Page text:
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  1. mrbyte

    Free templates?

    Guess it depends on the ability of the person. I'd like a free template that's close to what I'm after, then I can change it around to what I'd like it to be.
  2. You are most welcome ;-) I can see how one would think that 3.2.2 would overrule 3.2, but I believe it's actually subject to 3.2. It's only the PA-DSS that is specific in each point that it's after authorization. I've never advocated storing sensitive information beyond authorization, ever. Quite right. One must do their own research. I talked to my provider yesterday, and while I didn't make it a point blank question, I did mention it in passing, and there was no outburst of "you CAN'T do that!!!!" However, I also found out that I was incorrect in my estimate of what a gateway will cost. So, personally, I will be getting one if my site passes 5 orders a month. (I had set my "trigger" at 10 per month before.) My provider didn't seem to think this was a bad thing.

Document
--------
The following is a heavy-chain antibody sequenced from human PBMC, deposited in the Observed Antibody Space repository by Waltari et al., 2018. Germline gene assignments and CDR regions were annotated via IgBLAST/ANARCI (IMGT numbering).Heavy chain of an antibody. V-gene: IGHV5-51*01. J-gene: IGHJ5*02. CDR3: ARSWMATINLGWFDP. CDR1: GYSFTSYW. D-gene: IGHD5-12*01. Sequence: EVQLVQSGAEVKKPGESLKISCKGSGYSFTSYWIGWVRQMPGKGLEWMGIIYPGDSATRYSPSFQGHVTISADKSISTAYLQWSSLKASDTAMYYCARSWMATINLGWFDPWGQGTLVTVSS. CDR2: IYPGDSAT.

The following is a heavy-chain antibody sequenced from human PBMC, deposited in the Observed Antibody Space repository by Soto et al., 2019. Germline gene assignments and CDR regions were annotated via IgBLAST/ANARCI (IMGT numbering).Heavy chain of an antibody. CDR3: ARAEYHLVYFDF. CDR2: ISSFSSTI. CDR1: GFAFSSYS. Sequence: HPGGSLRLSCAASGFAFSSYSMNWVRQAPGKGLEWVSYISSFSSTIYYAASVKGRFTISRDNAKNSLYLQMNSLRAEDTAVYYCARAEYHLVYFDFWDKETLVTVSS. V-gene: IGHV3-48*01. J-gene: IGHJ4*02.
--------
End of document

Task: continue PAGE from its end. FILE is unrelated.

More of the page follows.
3. Now flip over to the PA-DSS which adds a bit of clarification to PCI-DSS 3.2.2: 1.1.2 AFTER AUTHORIZATION (emphasis mine) do not store the card verification value or code (three or four-digit blah blah) Aligns with PCI-DSS Requirement 3.2.2 (emphasis theirs...)
  4. I've said before that a gateway is really the better way to do it, but it's been lost in the noise. I quoted 3.2 above. That's straight off the PDF file from the PCI committee/council/whatever's website, and you can get it here: https://www.pcisecuritystandards.org/documents/pci_dss_v2.pdf